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Syncretism in the Early Christian Period and in Present-Day India
W. D. Schermerhorn
The Journal of Religion
Vol. 4, No. 5 (Sep., 1924), pp. 464-478
Published by: The University of Chicago Press
Stable URL: http://www.jstor.org/stable/1195557
Page Count: 15
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This article sketches the interaction of religions in the Mediterranean world in which Christianity was involved; sets over against this survey a description of the converging elements of the religious life of modern India and asks: "Will the Christian movement in India be like the Christian movement in the Roman Empire? Will the time come when the two classes are so nearly alike in sympathy and purpose that a man can pass from the one to the other without serious shock and thus the multitudes flock into the Christian church? Or will Christianity suffer the fate of Buddhism and be absorbed?"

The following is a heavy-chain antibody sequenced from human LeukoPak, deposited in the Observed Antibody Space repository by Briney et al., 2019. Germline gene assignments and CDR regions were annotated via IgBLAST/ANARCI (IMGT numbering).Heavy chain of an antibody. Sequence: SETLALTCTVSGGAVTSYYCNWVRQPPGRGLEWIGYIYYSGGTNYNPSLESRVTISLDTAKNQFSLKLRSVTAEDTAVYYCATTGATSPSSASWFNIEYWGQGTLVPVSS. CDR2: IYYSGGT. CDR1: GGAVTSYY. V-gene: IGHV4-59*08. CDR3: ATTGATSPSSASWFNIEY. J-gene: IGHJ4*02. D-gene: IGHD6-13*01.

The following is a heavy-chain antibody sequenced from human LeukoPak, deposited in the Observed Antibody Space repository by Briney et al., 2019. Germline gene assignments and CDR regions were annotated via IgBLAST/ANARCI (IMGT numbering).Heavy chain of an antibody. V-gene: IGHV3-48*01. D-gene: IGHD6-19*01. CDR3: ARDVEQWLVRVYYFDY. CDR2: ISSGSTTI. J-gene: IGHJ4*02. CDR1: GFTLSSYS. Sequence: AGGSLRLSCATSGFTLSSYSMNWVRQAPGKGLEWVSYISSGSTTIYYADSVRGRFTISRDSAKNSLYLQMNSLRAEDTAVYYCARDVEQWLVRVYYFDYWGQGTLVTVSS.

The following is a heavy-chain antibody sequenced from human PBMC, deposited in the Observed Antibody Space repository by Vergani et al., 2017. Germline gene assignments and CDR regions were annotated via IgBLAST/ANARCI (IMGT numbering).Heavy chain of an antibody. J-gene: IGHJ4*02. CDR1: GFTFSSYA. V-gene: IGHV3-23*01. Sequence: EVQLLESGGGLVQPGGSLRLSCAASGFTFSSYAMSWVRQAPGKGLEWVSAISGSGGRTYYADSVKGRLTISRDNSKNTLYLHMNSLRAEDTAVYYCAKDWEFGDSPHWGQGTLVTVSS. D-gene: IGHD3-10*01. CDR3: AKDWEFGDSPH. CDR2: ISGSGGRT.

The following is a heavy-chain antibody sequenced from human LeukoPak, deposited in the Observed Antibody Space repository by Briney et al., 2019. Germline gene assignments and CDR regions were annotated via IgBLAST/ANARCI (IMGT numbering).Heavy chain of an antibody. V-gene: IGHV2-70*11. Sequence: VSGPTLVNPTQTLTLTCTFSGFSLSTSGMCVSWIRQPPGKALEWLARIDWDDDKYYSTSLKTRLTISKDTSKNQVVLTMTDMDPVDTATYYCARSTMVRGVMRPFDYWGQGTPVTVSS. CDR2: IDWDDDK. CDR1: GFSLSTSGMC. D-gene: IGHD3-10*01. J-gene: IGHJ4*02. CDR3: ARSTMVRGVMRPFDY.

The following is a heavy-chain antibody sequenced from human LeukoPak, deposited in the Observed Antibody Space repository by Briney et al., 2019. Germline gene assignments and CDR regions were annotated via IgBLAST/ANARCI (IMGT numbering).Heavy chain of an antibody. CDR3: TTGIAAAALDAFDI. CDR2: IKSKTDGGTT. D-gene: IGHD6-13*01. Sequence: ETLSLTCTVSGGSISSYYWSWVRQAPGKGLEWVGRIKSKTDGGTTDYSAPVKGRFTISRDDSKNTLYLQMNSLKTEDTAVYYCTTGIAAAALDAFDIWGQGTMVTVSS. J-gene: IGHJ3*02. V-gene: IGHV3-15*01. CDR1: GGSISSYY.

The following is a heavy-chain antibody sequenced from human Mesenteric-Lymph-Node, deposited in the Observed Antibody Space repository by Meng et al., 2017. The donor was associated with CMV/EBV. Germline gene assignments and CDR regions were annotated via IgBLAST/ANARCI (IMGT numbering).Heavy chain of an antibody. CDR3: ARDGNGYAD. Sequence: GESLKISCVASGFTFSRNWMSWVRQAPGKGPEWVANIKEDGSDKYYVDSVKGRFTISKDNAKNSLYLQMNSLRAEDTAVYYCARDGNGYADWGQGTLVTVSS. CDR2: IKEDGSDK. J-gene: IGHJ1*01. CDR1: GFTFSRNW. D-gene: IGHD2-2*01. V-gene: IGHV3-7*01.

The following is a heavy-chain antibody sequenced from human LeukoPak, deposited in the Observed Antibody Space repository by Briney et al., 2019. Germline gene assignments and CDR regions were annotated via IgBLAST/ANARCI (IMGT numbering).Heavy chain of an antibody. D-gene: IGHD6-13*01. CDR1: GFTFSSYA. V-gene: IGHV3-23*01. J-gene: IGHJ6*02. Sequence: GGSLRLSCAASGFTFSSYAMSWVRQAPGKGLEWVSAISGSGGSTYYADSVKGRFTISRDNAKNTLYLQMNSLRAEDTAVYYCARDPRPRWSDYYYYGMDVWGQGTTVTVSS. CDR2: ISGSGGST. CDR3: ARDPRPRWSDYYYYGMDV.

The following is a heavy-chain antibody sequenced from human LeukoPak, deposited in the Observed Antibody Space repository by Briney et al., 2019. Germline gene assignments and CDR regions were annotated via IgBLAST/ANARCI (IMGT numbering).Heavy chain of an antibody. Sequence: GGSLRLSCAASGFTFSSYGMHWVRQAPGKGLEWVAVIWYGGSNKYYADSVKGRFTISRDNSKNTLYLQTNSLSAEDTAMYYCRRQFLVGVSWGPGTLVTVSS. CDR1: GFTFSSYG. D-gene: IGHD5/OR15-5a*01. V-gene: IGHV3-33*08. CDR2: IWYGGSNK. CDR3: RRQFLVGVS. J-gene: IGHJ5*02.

The Journal of Religion © 1924 The University of Chicago Press